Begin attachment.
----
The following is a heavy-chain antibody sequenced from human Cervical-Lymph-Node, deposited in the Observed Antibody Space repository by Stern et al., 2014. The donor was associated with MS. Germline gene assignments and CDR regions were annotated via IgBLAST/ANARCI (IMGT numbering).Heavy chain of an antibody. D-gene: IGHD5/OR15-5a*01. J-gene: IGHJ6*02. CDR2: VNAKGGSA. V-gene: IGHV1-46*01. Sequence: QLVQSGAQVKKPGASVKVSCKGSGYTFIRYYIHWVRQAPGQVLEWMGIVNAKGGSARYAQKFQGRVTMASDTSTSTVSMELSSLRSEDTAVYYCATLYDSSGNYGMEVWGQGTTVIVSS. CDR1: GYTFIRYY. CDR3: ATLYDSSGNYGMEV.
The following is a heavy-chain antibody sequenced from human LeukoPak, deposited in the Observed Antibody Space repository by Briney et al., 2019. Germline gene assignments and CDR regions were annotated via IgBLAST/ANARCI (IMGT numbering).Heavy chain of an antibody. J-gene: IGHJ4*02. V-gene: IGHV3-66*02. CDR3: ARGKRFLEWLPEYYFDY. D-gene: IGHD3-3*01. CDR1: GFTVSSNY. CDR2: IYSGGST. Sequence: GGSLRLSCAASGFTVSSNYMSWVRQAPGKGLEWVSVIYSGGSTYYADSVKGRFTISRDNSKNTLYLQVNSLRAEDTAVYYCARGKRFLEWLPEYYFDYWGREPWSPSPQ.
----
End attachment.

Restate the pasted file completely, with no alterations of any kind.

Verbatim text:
The following is a heavy-chain antibody sequenced from human Cervical-Lymph-Node, deposited in the Observed Antibody Space repository by Stern et al., 2014. The donor was associated with MS. Germline gene assignments and CDR regions were annotated via IgBLAST/ANARCI (IMGT numbering).Heavy chain of an antibody. D-gene: IGHD5/OR15-5a*01. J-gene: IGHJ6*02. CDR2: VNAKGGSA. V-gene: IGHV1-46*01. Sequence: QLVQSGAQVKKPGASVKVSCKGSGYTFIRYYIHWVRQAPGQVLEWMGIVNAKGGSARYAQKFQGRVTMASDTSTSTVSMELSSLRSEDTAVYYCATLYDSSGNYGMEVWGQGTTVIVSS. CDR1: GYTFIRYY. CDR3: ATLYDSSGNYGMEV.
The following is a heavy-chain antibody sequenced from human LeukoPak, deposited in the Observed Antibody Space repository by Briney et al., 2019. Germline gene assignments and CDR regions were annotated via IgBLAST/ANARCI (IMGT numbering).Heavy chain of an antibody. J-gene: IGHJ4*02. V-gene: IGHV3-66*02. CDR3: ARGKRFLEWLPEYYFDY. D-gene: IGHD3-3*01. CDR1: GFTVSSNY. CDR2: IYSGGST. Sequence: GGSLRLSCAASGFTVSSNYMSWVRQAPGKGLEWVSVIYSGGSTYYADSVKGRFTISRDNSKNTLYLQVNSLRAEDTAVYYCARGKRFLEWLPEYYFDYWGREPWSPSPQ.